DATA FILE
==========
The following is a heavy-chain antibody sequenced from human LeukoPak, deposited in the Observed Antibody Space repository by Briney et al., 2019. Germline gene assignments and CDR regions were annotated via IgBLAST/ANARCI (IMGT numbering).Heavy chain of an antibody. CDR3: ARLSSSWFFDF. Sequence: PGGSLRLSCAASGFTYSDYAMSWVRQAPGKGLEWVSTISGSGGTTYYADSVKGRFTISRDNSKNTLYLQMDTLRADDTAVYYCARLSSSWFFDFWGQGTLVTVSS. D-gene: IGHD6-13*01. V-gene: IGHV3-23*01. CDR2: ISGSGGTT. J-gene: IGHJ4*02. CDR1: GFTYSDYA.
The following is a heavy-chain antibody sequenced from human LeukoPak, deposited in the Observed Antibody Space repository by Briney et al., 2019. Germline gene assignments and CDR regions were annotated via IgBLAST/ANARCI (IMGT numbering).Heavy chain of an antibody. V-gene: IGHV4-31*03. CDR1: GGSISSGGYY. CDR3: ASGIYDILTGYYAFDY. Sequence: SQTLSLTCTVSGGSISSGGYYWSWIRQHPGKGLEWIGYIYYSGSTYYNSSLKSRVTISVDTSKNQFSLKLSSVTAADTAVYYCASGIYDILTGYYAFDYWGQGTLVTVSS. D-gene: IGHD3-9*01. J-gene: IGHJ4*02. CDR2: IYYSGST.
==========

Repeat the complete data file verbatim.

The following is a heavy-chain antibody sequenced from human LeukoPak, deposited in the Observed Antibody Space repository by Briney et al., 2019. Germline gene assignments and CDR regions were annotated via IgBLAST/ANARCI (IMGT numbering).Heavy chain of an antibody. CDR3: ARLSSSWFFDF. Sequence: PGGSLRLSCAASGFTYSDYAMSWVRQAPGKGLEWVSTISGSGGTTYYADSVKGRFTISRDNSKNTLYLQMDTLRADDTAVYYCARLSSSWFFDFWGQGTLVTVSS. D-gene: IGHD6-13*01. V-gene: IGHV3-23*01. CDR2: ISGSGGTT. J-gene: IGHJ4*02. CDR1: GFTYSDYA.
The following is a heavy-chain antibody sequenced from human LeukoPak, deposited in the Observed Antibody Space repository by Briney et al., 2019. Germline gene assignments and CDR regions were annotated via IgBLAST/ANARCI (IMGT numbering).Heavy chain of an antibody. V-gene: IGHV4-31*03. CDR1: GGSISSGGYY. CDR3: ASGIYDILTGYYAFDY. Sequence: SQTLSLTCTVSGGSISSGGYYWSWIRQHPGKGLEWIGYIYYSGSTYYNSSLKSRVTISVDTSKNQFSLKLSSVTAADTAVYYCASGIYDILTGYYAFDYWGQGTLVTVSS. D-gene: IGHD3-9*01. J-gene: IGHJ4*02. CDR2: IYYSGST.